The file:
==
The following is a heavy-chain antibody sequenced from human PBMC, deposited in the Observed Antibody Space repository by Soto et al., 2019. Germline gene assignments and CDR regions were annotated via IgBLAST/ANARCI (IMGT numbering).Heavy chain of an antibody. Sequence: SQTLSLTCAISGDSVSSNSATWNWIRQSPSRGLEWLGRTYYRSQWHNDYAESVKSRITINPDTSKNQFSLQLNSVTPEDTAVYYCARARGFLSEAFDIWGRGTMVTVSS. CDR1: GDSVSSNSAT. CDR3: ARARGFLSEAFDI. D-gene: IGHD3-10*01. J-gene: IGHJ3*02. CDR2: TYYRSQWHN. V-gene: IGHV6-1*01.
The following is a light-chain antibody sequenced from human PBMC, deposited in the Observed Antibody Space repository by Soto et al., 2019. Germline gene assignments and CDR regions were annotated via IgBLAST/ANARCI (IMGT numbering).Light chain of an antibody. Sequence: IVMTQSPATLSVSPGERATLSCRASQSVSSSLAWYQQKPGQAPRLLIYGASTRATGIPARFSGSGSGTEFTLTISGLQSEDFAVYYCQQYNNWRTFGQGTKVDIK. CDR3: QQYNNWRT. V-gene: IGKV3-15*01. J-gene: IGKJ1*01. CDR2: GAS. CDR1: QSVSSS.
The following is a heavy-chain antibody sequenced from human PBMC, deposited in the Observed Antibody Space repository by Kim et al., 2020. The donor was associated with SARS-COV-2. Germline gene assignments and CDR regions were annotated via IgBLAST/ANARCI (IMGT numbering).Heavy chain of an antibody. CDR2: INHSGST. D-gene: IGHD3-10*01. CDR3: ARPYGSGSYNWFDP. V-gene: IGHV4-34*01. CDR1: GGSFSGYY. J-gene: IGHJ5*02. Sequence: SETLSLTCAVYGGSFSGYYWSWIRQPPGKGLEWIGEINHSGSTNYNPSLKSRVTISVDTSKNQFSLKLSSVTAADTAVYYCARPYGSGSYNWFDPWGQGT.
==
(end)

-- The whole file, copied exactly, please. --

The following is a heavy-chain antibody sequenced from human PBMC, deposited in the Observed Antibody Space repository by Soto et al., 2019. Germline gene assignments and CDR regions were annotated via IgBLAST/ANARCI (IMGT numbering).Heavy chain of an antibody. Sequence: SQTLSLTCAISGDSVSSNSATWNWIRQSPSRGLEWLGRTYYRSQWHNDYAESVKSRITINPDTSKNQFSLQLNSVTPEDTAVYYCARARGFLSEAFDIWGRGTMVTVSS. CDR1: GDSVSSNSAT. CDR3: ARARGFLSEAFDI. D-gene: IGHD3-10*01. J-gene: IGHJ3*02. CDR2: TYYRSQWHN. V-gene: IGHV6-1*01.
The following is a light-chain antibody sequenced from human PBMC, deposited in the Observed Antibody Space repository by Soto et al., 2019. Germline gene assignments and CDR regions were annotated via IgBLAST/ANARCI (IMGT numbering).Light chain of an antibody. Sequence: IVMTQSPATLSVSPGERATLSCRASQSVSSSLAWYQQKPGQAPRLLIYGASTRATGIPARFSGSGSGTEFTLTISGLQSEDFAVYYCQQYNNWRTFGQGTKVDIK. CDR3: QQYNNWRT. V-gene: IGKV3-15*01. J-gene: IGKJ1*01. CDR2: GAS. CDR1: QSVSSS.
The following is a heavy-chain antibody sequenced from human PBMC, deposited in the Observed Antibody Space repository by Kim et al., 2020. The donor was associated with SARS-COV-2. Germline gene assignments and CDR regions were annotated via IgBLAST/ANARCI (IMGT numbering).Heavy chain of an antibody. CDR2: INHSGST. D-gene: IGHD3-10*01. CDR3: ARPYGSGSYNWFDP. V-gene: IGHV4-34*01. CDR1: GGSFSGYY. J-gene: IGHJ5*02. Sequence: SETLSLTCAVYGGSFSGYYWSWIRQPPGKGLEWIGEINHSGSTNYNPSLKSRVTISVDTSKNQFSLKLSSVTAADTAVYYCARPYGSGSYNWFDPWGQGT.